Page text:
Donations may be made in his name to the New York City LGBT Community Center, 208 W. 13th St., New York, N.Y. 10011.

World Wide Homophobia Update

World Wide Homophobia Update

78 countries around the world still criminalize same-sex relationships. Some of the most vocal advocates for these deplorable laws are from the United States. Anti-LGBT extremist Scott Lively, recently qualified to be on the ballot as an independent candidate for the Massachusetts gubernatorial election this fall. Lively promotes anti-LGBT hatred abroad and is now trying to build his official credentials as the governor of Massachusetts.

Lively has a long record of exporting vicious hate to other countries, and now he is trying to spread his platform of bigotry at home. In Russia and Uganda, Lively has claimed that LGBT people are responsible for the Holocaust, the Rwandan genocide and the spread of HIV/AIDS. 
The World Congress of Families with a statement of purpose as: “…WCF affirms and defends the natural family as the fundamental unit of civilizations, thus renewing a stable and free society.” Next year they plan to meet in Salt Lake City next year to plot out their strategy for exporting their around the world. They have praised Vladimir Putin as the standard-bearer for traditional “family values” and honored a Nigerian activist who claims LGBT advocates conspire with the terrorist group Boko Haram with a “Woman of the Year” award.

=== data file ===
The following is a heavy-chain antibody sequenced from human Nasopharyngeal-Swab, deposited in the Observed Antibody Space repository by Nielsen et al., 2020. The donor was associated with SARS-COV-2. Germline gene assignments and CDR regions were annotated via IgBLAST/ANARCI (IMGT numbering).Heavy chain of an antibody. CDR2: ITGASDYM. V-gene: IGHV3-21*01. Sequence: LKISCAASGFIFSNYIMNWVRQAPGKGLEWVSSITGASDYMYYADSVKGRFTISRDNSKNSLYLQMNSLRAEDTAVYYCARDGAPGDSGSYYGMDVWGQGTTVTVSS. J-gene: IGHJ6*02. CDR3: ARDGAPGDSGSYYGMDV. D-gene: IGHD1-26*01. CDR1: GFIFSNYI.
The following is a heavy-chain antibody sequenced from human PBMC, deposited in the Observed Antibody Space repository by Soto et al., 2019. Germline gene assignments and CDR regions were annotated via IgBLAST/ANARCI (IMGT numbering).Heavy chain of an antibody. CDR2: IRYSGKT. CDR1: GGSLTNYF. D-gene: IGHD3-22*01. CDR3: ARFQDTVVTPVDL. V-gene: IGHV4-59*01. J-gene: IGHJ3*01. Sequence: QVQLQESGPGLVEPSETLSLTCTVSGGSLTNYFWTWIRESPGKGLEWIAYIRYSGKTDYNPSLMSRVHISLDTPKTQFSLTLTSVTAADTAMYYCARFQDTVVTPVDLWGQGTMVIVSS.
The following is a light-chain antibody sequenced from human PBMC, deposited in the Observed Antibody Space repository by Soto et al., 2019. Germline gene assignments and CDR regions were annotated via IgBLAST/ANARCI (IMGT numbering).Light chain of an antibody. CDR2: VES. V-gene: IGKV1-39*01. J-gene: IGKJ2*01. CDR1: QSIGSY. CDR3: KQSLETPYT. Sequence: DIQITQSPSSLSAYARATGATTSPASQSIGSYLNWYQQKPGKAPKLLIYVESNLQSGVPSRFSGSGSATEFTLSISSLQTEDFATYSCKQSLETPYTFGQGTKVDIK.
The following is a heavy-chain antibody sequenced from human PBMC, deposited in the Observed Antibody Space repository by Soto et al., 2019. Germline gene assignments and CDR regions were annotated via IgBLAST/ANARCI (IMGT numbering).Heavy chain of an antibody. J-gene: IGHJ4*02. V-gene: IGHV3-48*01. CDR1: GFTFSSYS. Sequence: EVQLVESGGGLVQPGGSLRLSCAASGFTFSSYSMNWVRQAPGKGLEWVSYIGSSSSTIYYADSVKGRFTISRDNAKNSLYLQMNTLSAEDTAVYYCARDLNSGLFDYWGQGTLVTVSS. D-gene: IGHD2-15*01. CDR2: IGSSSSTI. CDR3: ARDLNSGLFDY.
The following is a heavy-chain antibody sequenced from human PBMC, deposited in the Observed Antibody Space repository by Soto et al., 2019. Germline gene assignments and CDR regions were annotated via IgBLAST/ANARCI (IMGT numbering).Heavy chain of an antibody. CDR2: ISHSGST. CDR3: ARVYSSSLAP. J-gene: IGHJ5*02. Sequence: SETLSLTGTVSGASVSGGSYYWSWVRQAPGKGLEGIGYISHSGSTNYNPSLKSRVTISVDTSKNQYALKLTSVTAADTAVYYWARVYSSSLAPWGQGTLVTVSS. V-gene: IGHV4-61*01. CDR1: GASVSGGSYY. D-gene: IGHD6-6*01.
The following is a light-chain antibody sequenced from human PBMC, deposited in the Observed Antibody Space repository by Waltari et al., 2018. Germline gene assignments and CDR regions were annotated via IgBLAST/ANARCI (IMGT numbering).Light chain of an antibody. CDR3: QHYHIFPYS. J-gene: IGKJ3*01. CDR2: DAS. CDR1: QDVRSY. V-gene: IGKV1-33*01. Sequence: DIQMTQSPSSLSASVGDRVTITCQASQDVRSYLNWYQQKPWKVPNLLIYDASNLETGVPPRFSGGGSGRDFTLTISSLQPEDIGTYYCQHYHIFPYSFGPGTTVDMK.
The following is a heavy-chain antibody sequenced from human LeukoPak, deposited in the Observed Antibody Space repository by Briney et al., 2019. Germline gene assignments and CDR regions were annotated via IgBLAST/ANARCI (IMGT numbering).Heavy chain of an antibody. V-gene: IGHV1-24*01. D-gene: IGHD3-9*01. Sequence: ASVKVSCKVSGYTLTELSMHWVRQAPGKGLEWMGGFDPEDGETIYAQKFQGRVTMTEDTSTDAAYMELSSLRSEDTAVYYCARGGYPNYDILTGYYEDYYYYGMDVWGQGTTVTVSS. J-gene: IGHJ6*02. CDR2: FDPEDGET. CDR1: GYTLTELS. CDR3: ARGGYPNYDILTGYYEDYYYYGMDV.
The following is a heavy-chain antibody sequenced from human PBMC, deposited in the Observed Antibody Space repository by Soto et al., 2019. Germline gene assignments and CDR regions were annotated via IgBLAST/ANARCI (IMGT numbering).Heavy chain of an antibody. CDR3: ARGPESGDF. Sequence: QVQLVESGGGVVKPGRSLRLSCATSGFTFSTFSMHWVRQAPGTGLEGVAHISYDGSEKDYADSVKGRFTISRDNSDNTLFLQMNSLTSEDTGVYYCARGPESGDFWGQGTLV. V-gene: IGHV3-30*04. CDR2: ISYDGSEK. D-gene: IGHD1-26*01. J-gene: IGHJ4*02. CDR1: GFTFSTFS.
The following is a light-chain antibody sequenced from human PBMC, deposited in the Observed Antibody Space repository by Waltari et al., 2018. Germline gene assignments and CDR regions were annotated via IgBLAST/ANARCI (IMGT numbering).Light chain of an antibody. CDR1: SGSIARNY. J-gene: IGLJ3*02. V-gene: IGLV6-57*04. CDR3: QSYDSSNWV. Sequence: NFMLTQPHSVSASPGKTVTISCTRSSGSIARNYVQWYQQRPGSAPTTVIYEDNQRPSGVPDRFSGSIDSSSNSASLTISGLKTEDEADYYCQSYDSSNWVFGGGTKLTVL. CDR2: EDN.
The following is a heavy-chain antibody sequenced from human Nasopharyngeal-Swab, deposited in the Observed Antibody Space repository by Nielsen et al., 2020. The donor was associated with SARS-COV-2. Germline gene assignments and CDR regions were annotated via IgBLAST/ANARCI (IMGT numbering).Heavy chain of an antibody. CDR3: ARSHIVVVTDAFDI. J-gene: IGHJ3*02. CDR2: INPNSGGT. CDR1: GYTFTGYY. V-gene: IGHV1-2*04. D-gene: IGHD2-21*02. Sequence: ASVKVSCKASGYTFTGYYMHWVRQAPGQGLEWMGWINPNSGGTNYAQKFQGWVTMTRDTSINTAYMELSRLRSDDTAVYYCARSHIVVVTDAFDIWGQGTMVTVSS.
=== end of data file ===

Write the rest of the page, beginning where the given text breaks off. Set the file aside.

Meanwhile, in Berlin former soccer player Marcus Urban has established a German-based foundation aimed at combating homophobia in the soccer world through a project that hopes to attain concrete results within a year by raising awareness of the issue.
“Homophobia has always been present in soccer”, Urban maintains.
It is believed that there are more cases of homosexual players who dare not reveal their orientation out of fear of provoking hostile reactions, as when Argentina’s ex-coach Daniel Passarella said he would not call up a homosexual player.

Sources: HRC, WFC, 

The New Jim Crow, The Supreme Court, and Ferguson

For those of you that have read the remarkable book “The New Jim Crow” by Michelle Alexander, it will come of no surprise that African Americans are harmed long term by our mass incarceration system.

This issue was brought back into focus over the last weeks with the events in Ferguson, Mo.. with the death of Michael Brown. In addition, today’s New York Times had an op-ed suggesting that “the officer who shot Michael Brown and the City of Ferguson will most likely never be held accountable in court.”
The US Supreme Court (SCOTUS) has made iy harder for victims of abuse to seek justice ruling that police have the ability to shoot where there is a”grave public risk” and made it difficult to sue local authorities because of “prosecutors misconduct” in the event evidence is withheld, and municipal officials (i.e. police) have immunity. Thus, the litmus test for police is that “reasonable police” agree shooting is in self defense.

We will watch the events as they unfold, but the legal environment  and SCOTUS in particular, have a poor record on restoring confidence in the police and trust in the judicial system.

Your comments are welcome.